Nicola was proud to meet young scientists from Oxford West & Abingdon who had made it through to the SET for Britain final, which marks National Science and Engineering Week. The event aims to encourage, support and promote Britain’s early-stage and early-career research scientists, engineers, technologists and mathematicians, who represent Britain’s future scientific and technological leaders. Unsurprisingly, given the strength of our local STEM ecosystem, there were more finalists from Oxford West & Abingdon than any other constituency in the UK.
During the day there were three 2-hour poster exhibition and judging sessions, ending with a reception and prize-giving. The competition was divided into five subject areas: biological and biomedical science, chemistry, engineering, mathematics and physics. The Awards were made on the best of the very best research work by an early-stage or early-career researcher together with their ability to communicate their work to a lay audience. Nicola was particularly pleased to see a local success story as Dr Tessa Baker, a graduate from Oxford University, won the award for physics for her work in testing gravity with cosmology.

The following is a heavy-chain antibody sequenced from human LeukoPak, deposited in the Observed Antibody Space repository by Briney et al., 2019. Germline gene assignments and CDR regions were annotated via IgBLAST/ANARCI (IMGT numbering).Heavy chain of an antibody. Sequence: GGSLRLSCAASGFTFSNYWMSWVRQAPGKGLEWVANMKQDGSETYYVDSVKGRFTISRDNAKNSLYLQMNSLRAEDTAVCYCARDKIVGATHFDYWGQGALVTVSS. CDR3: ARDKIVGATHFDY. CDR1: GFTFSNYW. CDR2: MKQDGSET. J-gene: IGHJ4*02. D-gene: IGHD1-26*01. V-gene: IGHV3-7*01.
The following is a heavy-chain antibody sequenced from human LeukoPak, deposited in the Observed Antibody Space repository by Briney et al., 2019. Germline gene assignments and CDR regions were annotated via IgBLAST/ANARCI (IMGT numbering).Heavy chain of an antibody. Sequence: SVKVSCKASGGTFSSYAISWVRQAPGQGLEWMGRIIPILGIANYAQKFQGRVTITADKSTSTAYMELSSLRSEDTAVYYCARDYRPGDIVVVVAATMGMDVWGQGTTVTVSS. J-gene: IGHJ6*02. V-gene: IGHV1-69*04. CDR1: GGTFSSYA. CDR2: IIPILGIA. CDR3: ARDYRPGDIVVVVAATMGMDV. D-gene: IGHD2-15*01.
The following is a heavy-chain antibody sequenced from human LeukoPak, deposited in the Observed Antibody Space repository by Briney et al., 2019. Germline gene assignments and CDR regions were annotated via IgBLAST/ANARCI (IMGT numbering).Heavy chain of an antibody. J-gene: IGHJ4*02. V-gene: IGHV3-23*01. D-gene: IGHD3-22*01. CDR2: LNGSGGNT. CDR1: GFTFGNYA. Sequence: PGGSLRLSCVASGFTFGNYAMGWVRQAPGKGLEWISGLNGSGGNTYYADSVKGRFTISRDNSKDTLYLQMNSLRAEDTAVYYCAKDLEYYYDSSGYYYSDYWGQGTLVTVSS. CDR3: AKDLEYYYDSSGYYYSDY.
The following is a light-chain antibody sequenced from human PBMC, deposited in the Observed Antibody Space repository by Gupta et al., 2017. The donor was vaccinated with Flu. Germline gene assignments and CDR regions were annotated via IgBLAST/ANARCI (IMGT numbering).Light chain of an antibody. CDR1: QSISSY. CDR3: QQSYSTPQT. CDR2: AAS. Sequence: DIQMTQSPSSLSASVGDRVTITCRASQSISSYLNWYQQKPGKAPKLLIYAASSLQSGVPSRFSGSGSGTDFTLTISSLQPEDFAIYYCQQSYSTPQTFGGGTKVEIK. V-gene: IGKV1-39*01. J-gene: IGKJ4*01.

Nicola says: ‘I am always deeply impressed by the sheer breadth of depth of talent within our young scientific pool. This competition is an important date in the parliamentary calendar because it gives politicians a rare opportunity to meet and chat to wide range of our country’s most gifted young researchers. These early career engineers, mathematicians and scientists are the architects of Britain’s future. I was particularly pleased to see so many Oxford graduates in attendance, which is of course not surprising given our world renowned reputation of our universities for science and innovation. Congratulations in particular to Dr Baker, who so richly deserves her gold award for physics.’